South-Western Legal Studies in Business

Transsexual Protected Against Sex Discrimination in Employment Decision

Appeals court upheld a verdict in favor of a police officer whom the jury found to have not been promoted because he was a transsexual in the process of becoming a woman. Sex was the improper motivating factor in the employment decision.

Topic Employment Discrimination
Key Words

Sex Discrimination; Transsexual; Sex Stereotype

C A S E   S U M M A R Y

Phillip (now Philecia) Barnes started work as an officer for the Cincinnati Police Department (CPD) in 1981. In 1998 he scored 18/105 among applicants for consideration to promotion to sergeant and began a probationary period to determine if he should be promoted. At the time of the probation, Barnes was a male-to-female transsexual who lived as a male on duty but as a female off duty. He had a reputation in the CPD as a homosexual, bisexual or cross-dresser. His probationary period was long and filled with problems. No other sergeant candidates were evaluated the same way Barnes was. One sergeant who evaluated Barnes said that Barnes was put in a special program to “target him for failure.” When Barnes was denied promotion, he sued for sex discrimination. He was awarded $320,000 in damages plus $553,000 in attorney fees and costs. The CPD appealed.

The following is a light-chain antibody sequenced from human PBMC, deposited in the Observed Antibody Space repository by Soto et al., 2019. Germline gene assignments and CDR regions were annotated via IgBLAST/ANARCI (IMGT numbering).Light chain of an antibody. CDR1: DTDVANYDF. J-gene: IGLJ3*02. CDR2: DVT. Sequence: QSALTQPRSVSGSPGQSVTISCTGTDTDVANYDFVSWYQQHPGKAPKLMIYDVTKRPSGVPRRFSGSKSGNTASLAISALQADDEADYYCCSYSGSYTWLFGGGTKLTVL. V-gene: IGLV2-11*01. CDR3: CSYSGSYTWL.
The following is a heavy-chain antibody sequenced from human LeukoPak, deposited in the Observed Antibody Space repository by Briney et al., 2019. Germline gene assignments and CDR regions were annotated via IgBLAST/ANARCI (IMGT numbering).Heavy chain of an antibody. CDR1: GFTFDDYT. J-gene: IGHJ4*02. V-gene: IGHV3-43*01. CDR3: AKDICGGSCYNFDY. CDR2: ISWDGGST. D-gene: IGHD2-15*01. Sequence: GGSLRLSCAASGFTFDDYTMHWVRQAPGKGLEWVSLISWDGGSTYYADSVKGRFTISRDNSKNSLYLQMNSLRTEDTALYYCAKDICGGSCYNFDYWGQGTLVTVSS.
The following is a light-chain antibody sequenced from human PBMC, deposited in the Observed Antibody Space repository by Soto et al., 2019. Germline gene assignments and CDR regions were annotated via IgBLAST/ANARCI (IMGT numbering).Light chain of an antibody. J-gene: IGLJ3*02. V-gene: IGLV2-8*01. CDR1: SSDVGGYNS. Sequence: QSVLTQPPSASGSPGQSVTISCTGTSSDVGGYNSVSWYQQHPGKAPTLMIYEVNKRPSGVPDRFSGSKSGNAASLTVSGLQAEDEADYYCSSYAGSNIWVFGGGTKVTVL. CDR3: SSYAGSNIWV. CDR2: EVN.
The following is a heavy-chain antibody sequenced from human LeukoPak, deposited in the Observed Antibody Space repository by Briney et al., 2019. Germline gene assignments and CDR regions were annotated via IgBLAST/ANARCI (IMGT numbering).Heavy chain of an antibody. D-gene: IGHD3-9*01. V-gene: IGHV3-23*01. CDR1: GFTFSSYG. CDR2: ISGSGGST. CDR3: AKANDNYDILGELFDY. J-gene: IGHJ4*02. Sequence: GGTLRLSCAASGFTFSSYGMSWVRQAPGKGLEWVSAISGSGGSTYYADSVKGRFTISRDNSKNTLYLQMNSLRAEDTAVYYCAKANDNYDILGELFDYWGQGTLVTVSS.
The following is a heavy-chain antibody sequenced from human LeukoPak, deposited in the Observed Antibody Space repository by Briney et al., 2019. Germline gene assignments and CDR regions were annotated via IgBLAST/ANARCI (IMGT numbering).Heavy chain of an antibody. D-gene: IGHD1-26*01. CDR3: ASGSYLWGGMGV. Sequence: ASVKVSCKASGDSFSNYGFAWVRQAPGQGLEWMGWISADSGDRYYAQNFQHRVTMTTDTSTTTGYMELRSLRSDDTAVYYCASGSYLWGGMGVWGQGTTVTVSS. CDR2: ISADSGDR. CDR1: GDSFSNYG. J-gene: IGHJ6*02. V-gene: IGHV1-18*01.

Affirmed. Barnes was a member of a protected class since he failed to conform to sex stereotypes concerning how a man should look and behave. The evidence presented to the jury was sufficient to support a verdict that the CPD intentionally discriminated against him for reasons of sex. The police chief who made the decision not to promote had the authority to make the decision for the CPD, so the CPD could be held liable. The damages and attorney fees were reasonable.


Barnes v. City of Cincinnati, 401 F.3d 729 (6 th Cir., 2005)

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